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Posts Tagged ‘spain’

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Photo: Ruben Ortega Martin, Raices de Peraleda
Drought has uncovered a Spanish version of Stonehenge, the 7,000-year-old Dolmen of Guadalperal.

As global warming brings changes to our planet, the permafrost is melting and releasing dangerous bacteria. But sometimes other, less harmful things come to light.

Caroline Goldstein writes at ArtNet, “If there’s even the slightest silver lining to the ravages of climate change, it’s that the warming conditions are revealing some previously unknown archaeological sites and artifacts.

“This past summer, an extreme drought in the Extremadura area of Spain that caused the Valdecañas Reservoir’s water levels to plummet has revealed a series of megalithic stones. Previously submerged underwater, the Dolmen de Guadalperal, often called the Spanish Stonehenge, are now in plain sight.

“Though the Dolmen are 7,000 years old, the last time they were seen in their entirety was around 1963, when the reservoir was built as part of Franco’s push toward modernization. …

“Angel Castaño, who lives near the reservoir and serves as the president of a Spanish cultural group, told the website the Local, ‘We grew up hearing about the legend of the treasure hidden beneath the lake and now we finally get to view them.’

“The approximately 100 menhirs are, like Stonehenge, hulking megalith stones — some standing up to six feet tall — that are arranged in an oval and appear oriented to filter sunlight. Evidence suggests that these stones could actually be 2,000 years older than Stonehenge.

“Castaño is working with the group Raices de Peraleda to move the dolmen before rains come and re-submerge them. ‘Whatever we do here needs to be done extremely carefully.’ he said.”

I guess so. I can’t help wondering if it would be better to move the reservoir and leave the stones, which obviously were placed where they are for a reason. But not being an engineer, I suppose moving the reservoir would be even more difficult. And already access to water is becoming a serious problem around the world. (For a heartbreaking story about the difficulty many Navajo people have getting clean water, read this.)

So hard to balance conflicting goods!

More here.

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Photo: Universo Santi
This haute cuisine restaurant in Spain makes a point of hiring workers with disabilities.

I have posted a few stories about successful operations that hire workers with disabilities, but this is the first I remember seeing about a high-class restaurant set up for the purpose of creating jobs that don’t differ from jobs in establishments that don’t use workers with disabilities.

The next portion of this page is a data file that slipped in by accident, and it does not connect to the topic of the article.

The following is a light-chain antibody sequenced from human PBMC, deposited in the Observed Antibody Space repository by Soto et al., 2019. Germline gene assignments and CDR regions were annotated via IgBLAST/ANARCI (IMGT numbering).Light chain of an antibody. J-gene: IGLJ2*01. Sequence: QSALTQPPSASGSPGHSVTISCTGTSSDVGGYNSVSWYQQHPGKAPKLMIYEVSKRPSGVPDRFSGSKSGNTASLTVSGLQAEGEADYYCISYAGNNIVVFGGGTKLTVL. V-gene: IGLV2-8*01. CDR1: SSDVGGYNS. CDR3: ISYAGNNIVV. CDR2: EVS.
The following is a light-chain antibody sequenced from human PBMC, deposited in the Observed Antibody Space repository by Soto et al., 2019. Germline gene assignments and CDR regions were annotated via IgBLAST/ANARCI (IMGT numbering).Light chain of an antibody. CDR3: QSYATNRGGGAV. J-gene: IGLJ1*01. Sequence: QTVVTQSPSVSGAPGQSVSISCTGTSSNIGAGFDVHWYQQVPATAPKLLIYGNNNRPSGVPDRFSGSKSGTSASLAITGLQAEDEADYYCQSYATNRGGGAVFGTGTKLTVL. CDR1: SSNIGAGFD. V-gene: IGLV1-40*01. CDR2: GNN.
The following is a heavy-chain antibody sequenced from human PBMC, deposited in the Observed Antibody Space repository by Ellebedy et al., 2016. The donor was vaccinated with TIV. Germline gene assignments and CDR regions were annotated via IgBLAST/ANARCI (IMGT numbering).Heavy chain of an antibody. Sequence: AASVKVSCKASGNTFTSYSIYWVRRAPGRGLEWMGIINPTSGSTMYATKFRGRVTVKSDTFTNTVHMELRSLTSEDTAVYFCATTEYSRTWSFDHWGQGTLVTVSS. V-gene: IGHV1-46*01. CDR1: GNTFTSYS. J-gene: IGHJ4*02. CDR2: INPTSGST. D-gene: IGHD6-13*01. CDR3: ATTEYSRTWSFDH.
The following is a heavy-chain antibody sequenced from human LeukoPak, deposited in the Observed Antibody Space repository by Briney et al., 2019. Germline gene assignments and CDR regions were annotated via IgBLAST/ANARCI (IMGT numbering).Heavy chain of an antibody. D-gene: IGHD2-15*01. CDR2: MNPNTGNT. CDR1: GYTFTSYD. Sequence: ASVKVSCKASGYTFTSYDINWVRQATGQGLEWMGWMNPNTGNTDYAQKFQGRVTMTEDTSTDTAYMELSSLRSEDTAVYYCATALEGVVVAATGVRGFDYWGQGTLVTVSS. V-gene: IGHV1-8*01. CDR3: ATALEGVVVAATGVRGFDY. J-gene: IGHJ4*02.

Stephen Burgen writes at the Guardian, “The first thing that strikes you is the calm, the light, the modern art on the walls – and then of course the food. It’s only later that you realise there is something different, and a little special, about Universo Santi, a restaurant in the southern Spanish city of Jerez.

“ ‘People don’t come here because the staff are disabled but because it’s the best restaurant in the area. Whatever reason they came for, the talking is about the food,’ says Antonio Vila.

“Vila is the president of the Fundación Universo Accesible, a not-for-profit organisation dedicated to helping people with disabilities join the mainstream workforce. He has also been the driving force behind Universo Santi, the haute cuisine restaurant whose 20 employees all have some form of disability.

“ ‘I always wanted to show what people with disabilities, given the right training, were capable of,’ says Vila, who is a senior manager at DKV insurance. ‘They were not represented in the world of haute cuisine. Universo Santi has broken through that barrier.’

“The 20 staff, whose ages range from 22 to 62, were recruited from an original list of 1,500. To qualify, applicants had to be unemployed and have more than 35% disability.

“ ‘I feel really lucky to be part of this,’ says Gloria Bazán, head of human resources, who has cerebral palsy. ‘It’s difficult to work when society just sees you as someone with a handicap. This has given me the opportunity to be independent and to participate like any other human being.’

“Alejandro Giménez, 23, has Down’s syndrome and is a commis chef. ‘It’s given me the chance to become independent doing something I’ve loved since I was a kid,’ says Giménez, who lived with his mother until he was recruited.

“ ‘Working here has transformed my life. So many things I used to ask my mother to do, I do myself. I didn’t even know how to take a train by myself because I’d just miss my stop.’ …

“Universo Santi may soon have a star in the Michelin firmament as the Michelin Guide people have already sampled the menu which, at €60 (£53), is less than half the price of a typical menú de degustación.

“ ‘Of course they didn’t introduce themselves but we knew who they were,’ says Almudena Merlo, the maître d’. …

“The Jerez restaurant takes its name from Santi Santamaria, chef at the Michelin three-star Can Fabes in Catalonia until his sudden death in 2011. Can Fabes closed shortly afterwards but his family wanted to carry on his name and culinary tradition and were keen to support the Jerez project. …